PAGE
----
When students realize that rules are actually beneficial (and not just some arbitrary nuisance concocted by an irritating teacher bent on the banal!), they're much more likely to respect and obey those rules. By using games, you can encourage students to be disciplined without shouting and screaming at them, and chasing them around the classroom with a yardstick.

Do You Remember The Rules? Game

Simple but effective games such as 'do you remember the rule' can even get students learning specific school-based rules while playing games. Win-win!

If you're tired of rebellious students hijacking the classroom, games can be a perfect little remedy.


5. It helps students to detect patterns

boy holding lego block
Photo by Caleb Woods on Unsplash

With some simple games, students can observe easy-to-pick-out patterns, then use those patterns to plan ahead.

To use a simple example, if students play this game before a math class, they're primed and prepped to swiftly adapt to multiplication tables, or algebra, or countless other things.

Or more abstractly, students who use a game like this are learning to spot and use simple patterns in order to make future predictions.

These games help children to identify patterns while thinking both logically and analytically—and to develop their ability to keep doing those things in the future.


6. Game-based learning teaches resilience

Usually, you don't conquer a game on your first try.

Similarly, in the chaotic little dance we all call life, you don't get things right the first time either.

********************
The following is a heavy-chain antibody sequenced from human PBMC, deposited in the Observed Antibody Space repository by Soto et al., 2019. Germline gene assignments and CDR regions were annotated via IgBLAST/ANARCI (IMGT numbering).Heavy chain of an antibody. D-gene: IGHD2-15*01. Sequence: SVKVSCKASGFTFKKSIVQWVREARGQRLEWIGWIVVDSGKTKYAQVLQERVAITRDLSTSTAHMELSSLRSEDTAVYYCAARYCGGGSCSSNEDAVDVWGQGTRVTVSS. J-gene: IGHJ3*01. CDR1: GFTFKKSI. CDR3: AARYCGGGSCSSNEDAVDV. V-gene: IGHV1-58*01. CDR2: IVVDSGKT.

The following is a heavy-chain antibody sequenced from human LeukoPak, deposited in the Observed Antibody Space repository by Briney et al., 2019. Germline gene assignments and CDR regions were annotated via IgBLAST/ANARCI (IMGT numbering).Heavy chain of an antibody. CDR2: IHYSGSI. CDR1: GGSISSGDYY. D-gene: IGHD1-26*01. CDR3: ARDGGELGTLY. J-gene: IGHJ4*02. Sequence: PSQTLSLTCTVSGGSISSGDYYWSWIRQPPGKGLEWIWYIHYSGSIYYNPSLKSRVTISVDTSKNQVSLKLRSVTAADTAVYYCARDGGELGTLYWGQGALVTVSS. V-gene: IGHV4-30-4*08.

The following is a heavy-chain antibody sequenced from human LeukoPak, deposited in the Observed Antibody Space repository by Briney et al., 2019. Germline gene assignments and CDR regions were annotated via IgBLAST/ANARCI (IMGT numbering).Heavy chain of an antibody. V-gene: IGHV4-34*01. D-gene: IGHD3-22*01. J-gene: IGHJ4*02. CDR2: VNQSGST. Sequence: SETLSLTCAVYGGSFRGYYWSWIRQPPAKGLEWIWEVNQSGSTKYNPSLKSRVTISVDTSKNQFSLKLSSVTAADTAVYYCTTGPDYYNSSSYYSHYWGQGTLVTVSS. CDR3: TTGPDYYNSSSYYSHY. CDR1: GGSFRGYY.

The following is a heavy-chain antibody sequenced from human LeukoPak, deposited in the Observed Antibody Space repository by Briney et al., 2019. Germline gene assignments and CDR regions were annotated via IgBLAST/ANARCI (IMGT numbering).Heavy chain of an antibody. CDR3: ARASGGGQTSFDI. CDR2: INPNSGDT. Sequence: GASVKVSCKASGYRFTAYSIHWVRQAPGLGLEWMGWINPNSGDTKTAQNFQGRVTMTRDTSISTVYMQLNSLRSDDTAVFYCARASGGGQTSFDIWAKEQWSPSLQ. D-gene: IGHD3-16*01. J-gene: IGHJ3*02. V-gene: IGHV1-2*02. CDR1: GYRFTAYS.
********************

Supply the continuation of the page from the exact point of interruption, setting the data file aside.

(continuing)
Children haven't yet learned that second harsh reality. But we can help them to overcome their enviable naivety with the help of some simple games!

Hunt For Home Objects Game

When kids regularly play games, they become resilient and persistent in their quest to beat the game and usurp its sneaky drawbacks. Give some homework such as this object-finding game, and you're rewarding students for their persistence and adaptability, even in everyday scenarios.


7. Most teachers agree that game-based learning works

Okay, this one isn't really a benefit, but it's an interesting insight anyway (hope you can forgive us!)

Teachers from around the world are beginning to observe and understand the massive benefits of game-based learning.

In this study, 15 primary school educators were interviewed regarding their opinions on game-based learning. 90% of them expressed "positive feelings toward game-based learning" and acknowledged the "positive impacts of employing game-based learning." And many more studies are returning similar responses and results.

Likewise, the countless teachers who use our platform agree that, since using Baamboozle, their lessons have become much more fun, productive and interesting—and easier to plan!

At Baamboozle's madcap headquarters, we're constantly researching the best ways to get students learning—and the best simple but sensational games for getting children to focus, explore and absorb. We have a bank of over 750,000 different games, and they're all crafted by experienced teachers from around the world.

We release new games all the time, so you never need to reuse the same old stuff. And best of all, they're all ready to play right away, with no need for specialist equipment or unnecessary planning. We even have lots of ideas on topical games for seasonal fun!

No matter who you're teaching, what they're learning, or the needs they have, we'll have something perfect. Try some of our endlessly-diverse games for yourself, and see if you and your students start reaping the rewards.

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Paul McDougal

Educator-turned-scribbler Paul is a handsome and hilarious content writer, travel writer and SEO specialist. He's always looking for new places to live, and new ways to have fun.